When you think back to your days spent in school what do you remember?
Was it a favorite teacher? The countless trips to the vending machine between classes? A visceral rush of excitement after your crush unexpectedly sat next to you in biology? I recently asked a colleague to recount her high school experience and received a surprising answer in return.
“My school was like a prison!”
Not because it was strict but because the architect who designed it also happened to design prisons.
Schools and prisons, go figure…
The school was dark with little natural light, had the ventilation of a prehistoric cave, the ceiling tiles were covered with stains and often had overlooked, unusual growths – the list went on. If a student compares school to prison, that comparison should reflect the student’s displeasure for getting out of a cozy bed rather than the design of the school itself.
Energy was high at NEEP’s Multi-Family Regional Leadership Group meeting, held February 27 in the “Civil Action” Court Room at EPA Region One’s Federal McCormack Building and via webinar. Stakeholders from Maine to Pennsylvania to Washington State came together to learn and share knowledge about multi-family energy efficiency opportunities and barriers. Speakers included Efficiency Maine Trust’s Rick Meinking, HR&A Advisor’s Candace Damon, and NYSERDA’s Mike Colgrove. It didn’t end there though.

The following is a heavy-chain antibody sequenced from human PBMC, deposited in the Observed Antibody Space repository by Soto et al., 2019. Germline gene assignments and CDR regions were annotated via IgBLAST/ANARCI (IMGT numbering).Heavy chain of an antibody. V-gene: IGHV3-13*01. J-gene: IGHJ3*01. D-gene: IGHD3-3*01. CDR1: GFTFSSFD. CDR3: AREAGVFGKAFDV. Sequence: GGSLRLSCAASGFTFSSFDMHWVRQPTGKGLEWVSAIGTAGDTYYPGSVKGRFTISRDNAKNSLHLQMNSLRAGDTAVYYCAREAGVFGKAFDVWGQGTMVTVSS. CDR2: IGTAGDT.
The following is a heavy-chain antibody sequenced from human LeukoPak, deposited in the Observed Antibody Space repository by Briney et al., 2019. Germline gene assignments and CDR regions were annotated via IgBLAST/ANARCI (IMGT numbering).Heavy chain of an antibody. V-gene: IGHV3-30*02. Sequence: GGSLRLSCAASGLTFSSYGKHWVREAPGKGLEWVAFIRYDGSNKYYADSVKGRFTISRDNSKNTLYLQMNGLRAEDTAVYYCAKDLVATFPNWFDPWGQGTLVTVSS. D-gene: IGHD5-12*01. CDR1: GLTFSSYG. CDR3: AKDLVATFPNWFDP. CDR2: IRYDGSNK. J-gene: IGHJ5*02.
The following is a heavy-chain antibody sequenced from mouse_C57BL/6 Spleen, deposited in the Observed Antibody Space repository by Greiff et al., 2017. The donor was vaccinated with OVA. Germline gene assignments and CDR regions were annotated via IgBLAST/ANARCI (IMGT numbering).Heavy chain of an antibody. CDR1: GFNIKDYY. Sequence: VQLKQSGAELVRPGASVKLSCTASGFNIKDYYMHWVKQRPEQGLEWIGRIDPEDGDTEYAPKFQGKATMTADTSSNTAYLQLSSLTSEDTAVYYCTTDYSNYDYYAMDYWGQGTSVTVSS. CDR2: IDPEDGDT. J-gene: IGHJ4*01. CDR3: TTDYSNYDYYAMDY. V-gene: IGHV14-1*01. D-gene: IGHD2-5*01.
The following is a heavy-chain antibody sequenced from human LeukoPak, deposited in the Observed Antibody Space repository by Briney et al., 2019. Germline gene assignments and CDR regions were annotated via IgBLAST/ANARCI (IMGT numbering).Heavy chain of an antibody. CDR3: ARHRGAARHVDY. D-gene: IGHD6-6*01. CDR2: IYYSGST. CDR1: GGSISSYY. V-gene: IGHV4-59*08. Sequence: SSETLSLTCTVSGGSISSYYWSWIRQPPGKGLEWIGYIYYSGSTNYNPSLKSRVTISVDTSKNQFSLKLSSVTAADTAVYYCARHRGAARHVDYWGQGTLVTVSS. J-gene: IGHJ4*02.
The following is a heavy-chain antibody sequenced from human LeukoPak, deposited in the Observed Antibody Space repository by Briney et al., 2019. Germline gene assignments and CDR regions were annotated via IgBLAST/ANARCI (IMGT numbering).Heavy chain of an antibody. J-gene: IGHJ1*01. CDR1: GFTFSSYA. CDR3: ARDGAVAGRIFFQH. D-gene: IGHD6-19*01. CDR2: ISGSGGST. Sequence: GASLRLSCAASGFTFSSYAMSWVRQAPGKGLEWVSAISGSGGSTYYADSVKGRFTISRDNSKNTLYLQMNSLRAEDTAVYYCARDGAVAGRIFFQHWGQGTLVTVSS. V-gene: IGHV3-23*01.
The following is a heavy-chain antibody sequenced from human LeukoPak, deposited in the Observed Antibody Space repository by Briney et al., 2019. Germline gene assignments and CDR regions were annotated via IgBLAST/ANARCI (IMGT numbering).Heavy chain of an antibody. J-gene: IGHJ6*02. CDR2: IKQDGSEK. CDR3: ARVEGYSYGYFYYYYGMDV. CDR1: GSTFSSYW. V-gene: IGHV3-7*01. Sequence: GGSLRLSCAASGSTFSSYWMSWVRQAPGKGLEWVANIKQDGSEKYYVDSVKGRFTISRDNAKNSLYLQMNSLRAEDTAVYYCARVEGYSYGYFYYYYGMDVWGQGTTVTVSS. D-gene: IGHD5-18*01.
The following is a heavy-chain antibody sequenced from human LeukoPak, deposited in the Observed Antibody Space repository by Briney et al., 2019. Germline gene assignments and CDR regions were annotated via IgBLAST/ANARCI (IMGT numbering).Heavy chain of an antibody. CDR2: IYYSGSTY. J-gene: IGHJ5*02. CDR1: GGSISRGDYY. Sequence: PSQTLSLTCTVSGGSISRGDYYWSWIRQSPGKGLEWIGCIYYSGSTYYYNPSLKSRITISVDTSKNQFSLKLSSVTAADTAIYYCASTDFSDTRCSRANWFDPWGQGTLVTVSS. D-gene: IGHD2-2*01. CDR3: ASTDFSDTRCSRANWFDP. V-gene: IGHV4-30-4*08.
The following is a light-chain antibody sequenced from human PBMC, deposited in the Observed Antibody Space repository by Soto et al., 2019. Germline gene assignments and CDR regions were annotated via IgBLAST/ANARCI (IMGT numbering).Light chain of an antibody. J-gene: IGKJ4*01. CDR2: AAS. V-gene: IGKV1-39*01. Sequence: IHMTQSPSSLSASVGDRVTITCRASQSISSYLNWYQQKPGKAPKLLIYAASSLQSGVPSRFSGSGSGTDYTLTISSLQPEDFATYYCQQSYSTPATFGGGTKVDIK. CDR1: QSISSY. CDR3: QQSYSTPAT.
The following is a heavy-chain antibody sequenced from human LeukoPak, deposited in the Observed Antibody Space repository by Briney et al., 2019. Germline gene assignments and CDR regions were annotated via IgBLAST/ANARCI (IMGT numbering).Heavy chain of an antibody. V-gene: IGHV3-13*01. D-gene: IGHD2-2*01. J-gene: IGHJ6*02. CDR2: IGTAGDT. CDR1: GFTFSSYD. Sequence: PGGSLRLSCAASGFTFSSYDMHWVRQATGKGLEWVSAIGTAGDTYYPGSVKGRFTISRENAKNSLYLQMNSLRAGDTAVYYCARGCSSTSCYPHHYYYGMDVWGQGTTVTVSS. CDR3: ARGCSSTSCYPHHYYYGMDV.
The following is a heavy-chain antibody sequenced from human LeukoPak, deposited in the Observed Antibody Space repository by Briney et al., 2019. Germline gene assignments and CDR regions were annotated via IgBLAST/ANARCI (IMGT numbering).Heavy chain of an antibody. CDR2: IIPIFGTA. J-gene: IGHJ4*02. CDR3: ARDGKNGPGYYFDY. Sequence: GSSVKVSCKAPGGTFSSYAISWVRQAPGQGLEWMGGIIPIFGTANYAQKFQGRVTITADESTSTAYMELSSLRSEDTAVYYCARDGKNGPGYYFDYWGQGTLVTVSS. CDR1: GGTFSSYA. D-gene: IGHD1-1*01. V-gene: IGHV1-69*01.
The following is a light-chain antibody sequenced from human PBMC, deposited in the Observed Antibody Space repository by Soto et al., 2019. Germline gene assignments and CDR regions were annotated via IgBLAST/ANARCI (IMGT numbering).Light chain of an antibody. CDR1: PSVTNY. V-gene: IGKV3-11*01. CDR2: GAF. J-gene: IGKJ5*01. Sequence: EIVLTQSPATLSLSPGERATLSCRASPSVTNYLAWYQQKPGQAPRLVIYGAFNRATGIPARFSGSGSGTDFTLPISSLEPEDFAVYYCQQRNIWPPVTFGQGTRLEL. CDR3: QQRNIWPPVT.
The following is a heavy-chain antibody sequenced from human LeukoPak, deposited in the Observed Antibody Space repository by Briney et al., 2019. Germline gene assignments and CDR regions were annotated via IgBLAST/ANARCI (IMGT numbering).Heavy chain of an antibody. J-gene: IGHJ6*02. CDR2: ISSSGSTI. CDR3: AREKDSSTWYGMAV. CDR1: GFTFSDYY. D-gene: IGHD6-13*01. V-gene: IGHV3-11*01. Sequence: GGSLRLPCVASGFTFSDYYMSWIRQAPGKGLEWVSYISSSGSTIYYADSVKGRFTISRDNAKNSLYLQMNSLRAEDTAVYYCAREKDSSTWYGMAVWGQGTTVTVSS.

Break-out sessions on Building Energy Rating, Market Barriers, and Funding and Financing encouraged discussion and brainstorming, which were shared with the rest of the 58 attendees. Dave Carey of Harcourt Brown & Carey Energy & Finance, for example, developed a great visualization that showed us what financing was available and to whom. MIT’s Alex Marks explained the benefits of building energy rating and disclosure, sharing the Peter Drucker quote, “things that are measured, are improved.”
The world of multi-family efficiency is reaching a turning point in its evolution. The multi-family sector promises substantial potential energy savings that have not yet been adequately addressed due, in part, to a number of market barriers impeding progress.
NEEP partnered with Efficiency Maine Trust (EMT) last summer to collaborate on a comprehensive multi-family efficiency project. NEEP works in an advisory capacity to Efficiency Maine in order to increase the visibility and momentum of multi-family retrofits in the Northeast and Mid-Atlantic regions through research, analysis, and project advisory efforts.
NEEP’s multi-family-team recently attended the Regional Multi-family Quarterly Progress Update in Maine this past week. The progress of the multi-family energy efficiency project to date, along with its associated implications regarding the program’s momentum and outreach efforts are exciting to say the least.